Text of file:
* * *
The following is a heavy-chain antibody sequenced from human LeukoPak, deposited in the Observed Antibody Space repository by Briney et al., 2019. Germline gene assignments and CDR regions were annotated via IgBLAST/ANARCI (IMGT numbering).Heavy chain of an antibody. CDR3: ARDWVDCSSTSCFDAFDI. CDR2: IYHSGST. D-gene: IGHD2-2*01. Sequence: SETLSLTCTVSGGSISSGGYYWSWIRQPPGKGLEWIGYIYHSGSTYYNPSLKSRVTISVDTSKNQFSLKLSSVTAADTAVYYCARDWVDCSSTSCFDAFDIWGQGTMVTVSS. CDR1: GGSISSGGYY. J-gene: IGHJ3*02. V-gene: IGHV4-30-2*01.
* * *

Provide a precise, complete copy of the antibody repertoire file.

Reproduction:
The following is a heavy-chain antibody sequenced from human LeukoPak, deposited in the Observed Antibody Space repository by Briney et al., 2019. Germline gene assignments and CDR regions were annotated via IgBLAST/ANARCI (IMGT numbering).Heavy chain of an antibody. CDR3: ARDWVDCSSTSCFDAFDI. CDR2: IYHSGST. D-gene: IGHD2-2*01. Sequence: SETLSLTCTVSGGSISSGGYYWSWIRQPPGKGLEWIGYIYHSGSTYYNPSLKSRVTISVDTSKNQFSLKLSSVTAADTAVYYCARDWVDCSSTSCFDAFDIWGQGTMVTVSS. CDR1: GGSISSGGYY. J-gene: IGHJ3*02. V-gene: IGHV4-30-2*01.